Hot Take – Time Doesn’t Exist

Hot Take - Time Doesnt Exist

Time (noun)
1. the indefinite continued progress of existence and events in the past, present, and future regarded as a whole. 2. a point of time as measured in hours and minutes past midnight or noon.
First and foremost, this definition is a human construct (All definitions – language – are all constructs too). But time, and especially our interpretation and meaning of time, is completely made up. Biologically it doesn’t exist; living beings develop and grow and age but not by the hours/minute/seconds benchmarks humanity has decided to create. ‘Time’ is irrelevant to anything but human beings, who communicate and center their lives around an abstract idea because it makes their lives seem more organized. But the world does not confine itself to time. The world functions perfectly well without the construct: biologically, human beings have natural rhythms, such as the circadian rhythm (the sleep cycle) and hunger, and even age and development would happen without our notice of ‘the time’ it took. ‘Time’ as a concept of growth, age, and development, sure, it happens, but not as a benchmark for points of existence.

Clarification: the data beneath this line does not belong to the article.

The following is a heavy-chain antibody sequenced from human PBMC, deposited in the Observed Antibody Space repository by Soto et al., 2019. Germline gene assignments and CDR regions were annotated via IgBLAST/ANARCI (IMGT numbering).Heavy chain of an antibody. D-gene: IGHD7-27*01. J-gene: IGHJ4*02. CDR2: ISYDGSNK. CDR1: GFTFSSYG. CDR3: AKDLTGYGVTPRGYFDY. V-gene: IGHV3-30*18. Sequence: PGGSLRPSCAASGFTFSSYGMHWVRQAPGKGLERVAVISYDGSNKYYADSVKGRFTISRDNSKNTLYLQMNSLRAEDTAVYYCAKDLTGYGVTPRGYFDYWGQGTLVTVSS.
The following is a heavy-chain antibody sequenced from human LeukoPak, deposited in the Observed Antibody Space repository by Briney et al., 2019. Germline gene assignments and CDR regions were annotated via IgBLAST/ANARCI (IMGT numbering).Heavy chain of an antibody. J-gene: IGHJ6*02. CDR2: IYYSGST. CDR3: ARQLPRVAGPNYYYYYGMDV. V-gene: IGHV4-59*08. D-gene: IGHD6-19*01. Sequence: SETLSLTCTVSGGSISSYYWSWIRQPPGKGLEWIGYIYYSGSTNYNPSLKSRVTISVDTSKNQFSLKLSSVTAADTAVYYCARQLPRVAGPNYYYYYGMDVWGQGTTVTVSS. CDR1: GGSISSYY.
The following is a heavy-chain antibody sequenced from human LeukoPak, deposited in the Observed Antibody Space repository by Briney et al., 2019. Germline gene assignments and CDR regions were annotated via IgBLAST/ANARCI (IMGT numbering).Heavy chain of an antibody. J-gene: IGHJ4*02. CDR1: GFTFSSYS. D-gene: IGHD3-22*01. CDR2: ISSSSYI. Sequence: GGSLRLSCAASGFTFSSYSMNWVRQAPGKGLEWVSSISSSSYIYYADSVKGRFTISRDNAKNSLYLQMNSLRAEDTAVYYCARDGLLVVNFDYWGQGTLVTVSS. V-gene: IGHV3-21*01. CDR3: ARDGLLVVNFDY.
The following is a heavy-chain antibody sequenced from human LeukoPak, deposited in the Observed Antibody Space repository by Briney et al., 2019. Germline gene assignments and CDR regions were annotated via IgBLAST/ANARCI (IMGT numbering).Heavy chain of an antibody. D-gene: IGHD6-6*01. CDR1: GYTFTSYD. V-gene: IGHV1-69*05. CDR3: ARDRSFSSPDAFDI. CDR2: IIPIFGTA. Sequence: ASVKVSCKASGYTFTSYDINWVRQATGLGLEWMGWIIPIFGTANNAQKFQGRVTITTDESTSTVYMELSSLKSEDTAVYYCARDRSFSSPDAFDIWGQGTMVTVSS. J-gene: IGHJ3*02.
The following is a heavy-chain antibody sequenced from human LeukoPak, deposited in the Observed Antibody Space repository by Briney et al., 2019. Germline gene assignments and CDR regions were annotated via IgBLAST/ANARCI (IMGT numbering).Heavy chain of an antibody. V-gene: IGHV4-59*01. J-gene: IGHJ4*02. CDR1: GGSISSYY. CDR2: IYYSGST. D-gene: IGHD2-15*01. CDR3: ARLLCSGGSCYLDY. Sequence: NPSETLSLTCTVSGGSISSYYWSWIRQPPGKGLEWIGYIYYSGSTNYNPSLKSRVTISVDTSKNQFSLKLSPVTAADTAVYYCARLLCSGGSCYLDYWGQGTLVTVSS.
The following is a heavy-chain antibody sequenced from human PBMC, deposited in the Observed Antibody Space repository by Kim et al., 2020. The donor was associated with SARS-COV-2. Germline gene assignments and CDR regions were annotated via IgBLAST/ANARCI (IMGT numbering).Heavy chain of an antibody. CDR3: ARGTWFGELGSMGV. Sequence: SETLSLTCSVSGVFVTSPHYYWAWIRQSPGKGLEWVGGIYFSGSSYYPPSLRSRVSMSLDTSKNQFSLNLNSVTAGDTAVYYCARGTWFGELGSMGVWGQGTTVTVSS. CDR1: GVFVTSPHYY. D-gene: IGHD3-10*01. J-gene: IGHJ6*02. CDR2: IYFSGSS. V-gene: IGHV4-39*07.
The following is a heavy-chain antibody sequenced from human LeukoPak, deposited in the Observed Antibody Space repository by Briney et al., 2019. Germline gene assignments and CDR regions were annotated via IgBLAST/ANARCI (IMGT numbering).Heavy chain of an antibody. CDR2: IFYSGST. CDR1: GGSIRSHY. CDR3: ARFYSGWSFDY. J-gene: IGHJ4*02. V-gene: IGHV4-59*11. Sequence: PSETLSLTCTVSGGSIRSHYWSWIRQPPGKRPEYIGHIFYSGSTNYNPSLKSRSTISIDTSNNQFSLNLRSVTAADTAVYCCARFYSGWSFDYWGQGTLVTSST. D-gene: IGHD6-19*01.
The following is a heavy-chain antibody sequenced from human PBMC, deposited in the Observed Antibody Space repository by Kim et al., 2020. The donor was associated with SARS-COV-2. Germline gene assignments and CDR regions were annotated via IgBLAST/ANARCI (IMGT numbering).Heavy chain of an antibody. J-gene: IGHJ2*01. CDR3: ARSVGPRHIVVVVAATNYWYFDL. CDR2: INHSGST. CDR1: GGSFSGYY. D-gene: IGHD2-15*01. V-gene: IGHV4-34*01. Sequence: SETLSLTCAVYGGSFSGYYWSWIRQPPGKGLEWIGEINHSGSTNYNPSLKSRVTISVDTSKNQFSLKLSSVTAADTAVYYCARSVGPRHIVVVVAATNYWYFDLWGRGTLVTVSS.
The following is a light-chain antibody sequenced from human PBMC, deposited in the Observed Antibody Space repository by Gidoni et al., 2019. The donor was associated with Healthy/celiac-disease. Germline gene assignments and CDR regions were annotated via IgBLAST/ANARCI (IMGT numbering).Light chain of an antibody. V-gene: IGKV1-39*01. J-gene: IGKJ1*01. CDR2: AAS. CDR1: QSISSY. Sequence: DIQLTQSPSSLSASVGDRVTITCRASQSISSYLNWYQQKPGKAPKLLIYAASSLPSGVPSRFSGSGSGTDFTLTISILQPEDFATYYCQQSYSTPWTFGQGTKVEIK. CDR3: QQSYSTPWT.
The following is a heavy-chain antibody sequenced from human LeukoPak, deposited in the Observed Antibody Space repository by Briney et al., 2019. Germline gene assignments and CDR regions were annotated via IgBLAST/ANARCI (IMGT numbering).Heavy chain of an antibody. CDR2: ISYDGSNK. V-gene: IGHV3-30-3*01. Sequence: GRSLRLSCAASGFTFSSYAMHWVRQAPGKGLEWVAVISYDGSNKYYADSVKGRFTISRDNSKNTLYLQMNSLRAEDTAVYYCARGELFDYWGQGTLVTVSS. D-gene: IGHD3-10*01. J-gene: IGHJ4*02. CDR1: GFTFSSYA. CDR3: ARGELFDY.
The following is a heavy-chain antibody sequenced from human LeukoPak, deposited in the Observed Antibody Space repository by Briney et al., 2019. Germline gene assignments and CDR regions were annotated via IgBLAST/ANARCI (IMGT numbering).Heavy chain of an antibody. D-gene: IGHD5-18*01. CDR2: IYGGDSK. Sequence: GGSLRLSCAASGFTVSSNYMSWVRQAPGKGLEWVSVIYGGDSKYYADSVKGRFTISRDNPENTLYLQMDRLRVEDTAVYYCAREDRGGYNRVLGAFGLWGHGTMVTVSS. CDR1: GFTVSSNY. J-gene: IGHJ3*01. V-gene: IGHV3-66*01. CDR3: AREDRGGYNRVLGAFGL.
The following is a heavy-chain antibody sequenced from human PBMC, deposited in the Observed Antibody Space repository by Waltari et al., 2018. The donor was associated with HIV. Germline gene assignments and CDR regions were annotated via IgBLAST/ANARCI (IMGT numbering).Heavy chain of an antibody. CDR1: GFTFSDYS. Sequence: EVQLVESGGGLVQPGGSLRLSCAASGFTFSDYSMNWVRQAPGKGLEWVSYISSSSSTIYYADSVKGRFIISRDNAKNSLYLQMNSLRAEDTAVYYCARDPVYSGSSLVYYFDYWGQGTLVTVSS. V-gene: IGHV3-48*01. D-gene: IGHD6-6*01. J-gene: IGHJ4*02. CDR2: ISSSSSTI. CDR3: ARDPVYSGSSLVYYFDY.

I’m sure someone could argue we created ‘time’ just like we created ‘meters’: to measure things. To measure the passing of age or how long a process takes. But I have reason to believe there’s not even anything to measure when we’re talking about time. I’ll get to that.
If you are a person who believes in self-agency, and that your lifetime is not already pre-planned – rather than unravelling a scroll, you’re writing on one – then you might easily be convinced that a future does not exist. Now I don’t mean we don’t have a future, just that it’s not there until we’re in it. Philosophers like Nietzsche might agree that there isn’t a future because our lives – and maybe, then, the world – are not predetermined. As tempting as the universe of “Back to the Future” may sound, I refuse to believe there is an alternate reality where our actions and the world’s development currently/previously/in-the-future-ly exists.
So considering that, if you look back at the definition of time, the ‘regarded as a whole’ part is nullified. Thereby proving time’s definition is only a human claim we can’t really know for sure.
Now. Let’s talk about the murkiness of the past.